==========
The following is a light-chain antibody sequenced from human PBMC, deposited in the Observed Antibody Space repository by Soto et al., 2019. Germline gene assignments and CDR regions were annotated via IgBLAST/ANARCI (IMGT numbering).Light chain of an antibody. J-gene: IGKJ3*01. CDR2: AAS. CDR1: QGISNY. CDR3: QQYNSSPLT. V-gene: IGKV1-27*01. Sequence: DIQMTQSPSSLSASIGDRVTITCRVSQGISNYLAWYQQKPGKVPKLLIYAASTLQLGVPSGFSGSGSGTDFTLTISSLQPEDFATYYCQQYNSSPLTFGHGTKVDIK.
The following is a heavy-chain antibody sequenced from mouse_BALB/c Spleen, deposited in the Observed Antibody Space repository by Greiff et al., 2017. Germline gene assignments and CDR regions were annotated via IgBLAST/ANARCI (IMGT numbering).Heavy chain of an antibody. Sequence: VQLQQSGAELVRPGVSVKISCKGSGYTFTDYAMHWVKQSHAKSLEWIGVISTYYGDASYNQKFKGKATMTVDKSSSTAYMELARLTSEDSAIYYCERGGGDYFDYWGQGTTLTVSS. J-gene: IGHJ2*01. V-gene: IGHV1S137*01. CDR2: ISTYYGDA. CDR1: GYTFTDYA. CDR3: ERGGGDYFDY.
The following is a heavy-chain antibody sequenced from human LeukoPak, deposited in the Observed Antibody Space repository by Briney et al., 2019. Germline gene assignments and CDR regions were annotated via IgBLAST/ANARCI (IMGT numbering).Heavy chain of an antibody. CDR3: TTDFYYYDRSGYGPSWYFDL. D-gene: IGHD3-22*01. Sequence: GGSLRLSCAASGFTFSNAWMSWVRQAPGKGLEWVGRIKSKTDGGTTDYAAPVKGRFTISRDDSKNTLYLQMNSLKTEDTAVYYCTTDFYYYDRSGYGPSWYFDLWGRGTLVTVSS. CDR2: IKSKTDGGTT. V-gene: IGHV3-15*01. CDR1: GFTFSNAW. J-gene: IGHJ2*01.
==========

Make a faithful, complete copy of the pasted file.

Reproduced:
The following is a light-chain antibody sequenced from human PBMC, deposited in the Observed Antibody Space repository by Soto et al., 2019. Germline gene assignments and CDR regions were annotated via IgBLAST/ANARCI (IMGT numbering).Light chain of an antibody. J-gene: IGKJ3*01. CDR2: AAS. CDR1: QGISNY. CDR3: QQYNSSPLT. V-gene: IGKV1-27*01. Sequence: DIQMTQSPSSLSASIGDRVTITCRVSQGISNYLAWYQQKPGKVPKLLIYAASTLQLGVPSGFSGSGSGTDFTLTISSLQPEDFATYYCQQYNSSPLTFGHGTKVDIK.
The following is a heavy-chain antibody sequenced from mouse_BALB/c Spleen, deposited in the Observed Antibody Space repository by Greiff et al., 2017. Germline gene assignments and CDR regions were annotated via IgBLAST/ANARCI (IMGT numbering).Heavy chain of an antibody. Sequence: VQLQQSGAELVRPGVSVKISCKGSGYTFTDYAMHWVKQSHAKSLEWIGVISTYYGDASYNQKFKGKATMTVDKSSSTAYMELARLTSEDSAIYYCERGGGDYFDYWGQGTTLTVSS. J-gene: IGHJ2*01. V-gene: IGHV1S137*01. CDR2: ISTYYGDA. CDR1: GYTFTDYA. CDR3: ERGGGDYFDY.
The following is a heavy-chain antibody sequenced from human LeukoPak, deposited in the Observed Antibody Space repository by Briney et al., 2019. Germline gene assignments and CDR regions were annotated via IgBLAST/ANARCI (IMGT numbering).Heavy chain of an antibody. CDR3: TTDFYYYDRSGYGPSWYFDL. D-gene: IGHD3-22*01. Sequence: GGSLRLSCAASGFTFSNAWMSWVRQAPGKGLEWVGRIKSKTDGGTTDYAAPVKGRFTISRDDSKNTLYLQMNSLKTEDTAVYYCTTDFYYYDRSGYGPSWYFDLWGRGTLVTVSS. CDR2: IKSKTDGGTT. V-gene: IGHV3-15*01. CDR1: GFTFSNAW. J-gene: IGHJ2*01.